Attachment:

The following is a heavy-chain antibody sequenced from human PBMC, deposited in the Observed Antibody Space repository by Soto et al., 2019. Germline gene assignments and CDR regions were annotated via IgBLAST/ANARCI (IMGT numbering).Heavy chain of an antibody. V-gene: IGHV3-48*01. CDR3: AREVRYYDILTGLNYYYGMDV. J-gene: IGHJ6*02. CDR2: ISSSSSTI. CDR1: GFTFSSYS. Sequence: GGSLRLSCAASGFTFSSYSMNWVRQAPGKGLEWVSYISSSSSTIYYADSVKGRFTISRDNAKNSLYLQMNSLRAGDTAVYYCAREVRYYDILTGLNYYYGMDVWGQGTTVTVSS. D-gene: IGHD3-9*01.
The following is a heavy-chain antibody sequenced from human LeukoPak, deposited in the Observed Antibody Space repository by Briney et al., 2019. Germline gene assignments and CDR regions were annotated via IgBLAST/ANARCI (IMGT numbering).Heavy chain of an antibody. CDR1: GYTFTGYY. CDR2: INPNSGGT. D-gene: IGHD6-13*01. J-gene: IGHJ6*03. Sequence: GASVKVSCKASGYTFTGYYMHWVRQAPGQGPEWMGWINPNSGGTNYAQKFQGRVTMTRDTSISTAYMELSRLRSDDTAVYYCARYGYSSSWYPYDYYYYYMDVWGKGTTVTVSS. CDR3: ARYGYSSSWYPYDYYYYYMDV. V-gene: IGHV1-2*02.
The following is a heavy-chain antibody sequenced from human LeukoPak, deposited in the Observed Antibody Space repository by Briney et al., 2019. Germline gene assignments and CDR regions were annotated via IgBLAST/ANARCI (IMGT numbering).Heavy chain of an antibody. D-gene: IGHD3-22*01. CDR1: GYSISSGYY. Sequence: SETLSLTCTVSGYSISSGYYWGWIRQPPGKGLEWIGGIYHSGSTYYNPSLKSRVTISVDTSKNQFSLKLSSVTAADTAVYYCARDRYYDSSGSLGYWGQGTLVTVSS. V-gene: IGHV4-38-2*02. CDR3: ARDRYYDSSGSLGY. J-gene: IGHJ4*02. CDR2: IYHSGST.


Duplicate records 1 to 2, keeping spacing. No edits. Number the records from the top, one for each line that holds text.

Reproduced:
The following is a heavy-chain antibody sequenced from human PBMC, deposited in the Observed Antibody Space repository by Soto et al., 2019. Germline gene assignments and CDR regions were annotated via IgBLAST/ANARCI (IMGT numbering).Heavy chain of an antibody. V-gene: IGHV3-48*01. CDR3: AREVRYYDILTGLNYYYGMDV. J-gene: IGHJ6*02. CDR2: ISSSSSTI. CDR1: GFTFSSYS. Sequence: GGSLRLSCAASGFTFSSYSMNWVRQAPGKGLEWVSYISSSSSTIYYADSVKGRFTISRDNAKNSLYLQMNSLRAGDTAVYYCAREVRYYDILTGLNYYYGMDVWGQGTTVTVSS. D-gene: IGHD3-9*01.
The following is a heavy-chain antibody sequenced from human LeukoPak, deposited in the Observed Antibody Space repository by Briney et al., 2019. Germline gene assignments and CDR regions were annotated via IgBLAST/ANARCI (IMGT numbering).Heavy chain of an antibody. CDR1: GYTFTGYY. CDR2: INPNSGGT. D-gene: IGHD6-13*01. J-gene: IGHJ6*03. Sequence: GASVKVSCKASGYTFTGYYMHWVRQAPGQGPEWMGWINPNSGGTNYAQKFQGRVTMTRDTSISTAYMELSRLRSDDTAVYYCARYGYSSSWYPYDYYYYYMDVWGKGTTVTVSS. CDR3: ARYGYSSSWYPYDYYYYYMDV. V-gene: IGHV1-2*02.